Bright Insider: It all began with Alice for Laura Roberts, Commissioning Editor at Macmillan.
Laura Roberts has always had a passion for Children’s books and in particular, Alice’s Adventures in Wonderland, by Lewis Carroll. Reading this blog, I feel a romantic notion that Laura spent her childhood like a little Alice, often on imaginary adventures in a world of pictures and stories. Raised by busy, hard-working parents, who despite this always made time for books, Laura feels that as Commissioning Editor at Macmillan, she is making her contribution in ensuring todays imaginative little souls are never short of a good story or two… LM
Alice, by Bright Artist Flavia Sorrentino, and Laura Roberts with her favourite story book.
Could you tell us a bit about your background and where your love for children’s publishing began?
I grew up very near to Loughborough, the original home of Ladybird Books, so it feels like I’ve always been surrounded by children’s books. My parents ran a pub when I was small, so precious quality time with my mum in between her busy working hours were spent reading with me. She made every story and its pictures very magical. My natural love of words led me eventually to a degree in English and Communication Studies at the University of Liverpool, and after that it was obvious to me that I wanted to work in children’s publishing and give something back to children’s books that I had gained from them.
Can you talk us through your career in publishing to date, including key milestones and your current role as Commissioning Editor at Macmillan?
My first publishing job was as Product Assistant for Scholastic Clubs and Fairs, helping select titles for school ranges. It was a great learning curve to sell books directly to children and see what they’d choose for themselves. Having direct contact with the UK children’s publishers gave me a valuable insight into the entire UK children’s publishing industry and book trends. But my yearning to work in editorial meant a move to Little Tiger Press where I worked for three years learning the editorial ropes on picture books. Then came my move to Macmillan where I’ve been working ever since in the fantastic Picture Books team. I feel very lucky that I get to commission picture books for a job and work with exceedingly talented authors and illustrators, helping them develop ideas and turn them into physical books.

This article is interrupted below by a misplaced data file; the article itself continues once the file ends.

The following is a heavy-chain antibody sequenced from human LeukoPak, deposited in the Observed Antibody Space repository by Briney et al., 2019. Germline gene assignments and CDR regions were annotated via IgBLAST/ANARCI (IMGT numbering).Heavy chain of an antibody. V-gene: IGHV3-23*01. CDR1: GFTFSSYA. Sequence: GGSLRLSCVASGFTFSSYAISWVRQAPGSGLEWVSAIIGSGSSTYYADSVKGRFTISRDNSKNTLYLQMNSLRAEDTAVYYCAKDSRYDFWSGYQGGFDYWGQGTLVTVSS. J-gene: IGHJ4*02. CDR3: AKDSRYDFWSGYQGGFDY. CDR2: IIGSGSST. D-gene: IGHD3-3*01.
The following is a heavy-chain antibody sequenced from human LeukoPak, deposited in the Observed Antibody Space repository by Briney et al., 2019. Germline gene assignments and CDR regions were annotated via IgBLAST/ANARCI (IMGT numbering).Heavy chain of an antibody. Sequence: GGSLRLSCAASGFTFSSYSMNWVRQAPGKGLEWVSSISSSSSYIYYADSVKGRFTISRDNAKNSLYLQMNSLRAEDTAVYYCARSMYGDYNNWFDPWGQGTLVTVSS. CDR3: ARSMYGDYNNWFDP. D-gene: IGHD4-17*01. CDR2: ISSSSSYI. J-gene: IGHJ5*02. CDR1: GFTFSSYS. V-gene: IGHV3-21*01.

You work with some exceptional authors and illustrators including Ben Mantle, and most recent to join the Macmillan family will be the amazing super-duo, Sue Hendra and Paul Linnet. Are you excited to be working with them, and what direction will you be taking with their storytelling style?
A good working dynamic is such an important part of making a picture book. It’s important that authors and illustrators feel they can trust an editor and designer with their work and enjoy the creative process. Ben Mantle and I have had a lot of fun exploring and developing different story ideas, especially with his new Dinostars series where we drew influence from all our favourite cartoons and characters of our childhoods. I’ve admired Sue and Paul’s work for so long, it’s a dream come true that I will finally get to work with them and witness their picture book mastery in action! They have such a natural ability to find the fun and wit in normal every-day things and then translate that so brilliantly to child readers. I think Art Director, Chris Inns, and I are going to have a lot of fun with them. We can’t wait for Sue and Paul to unveil their first idea to us – so watch this space.
Below, Ben Mantle’s Dinostars, with the second in the series due out in 2017: Ben’s book launch for our local primary school held at The Bright Emporium: Sue Hendra and Paul Linnet, creators of the much loved Supertato, published by Simon & Schuster.
Are there any specific subject matters that writers and illustrators of children’s books should concentrate on? Are there subjects that are not well received and best avoided, or is every story a possibility?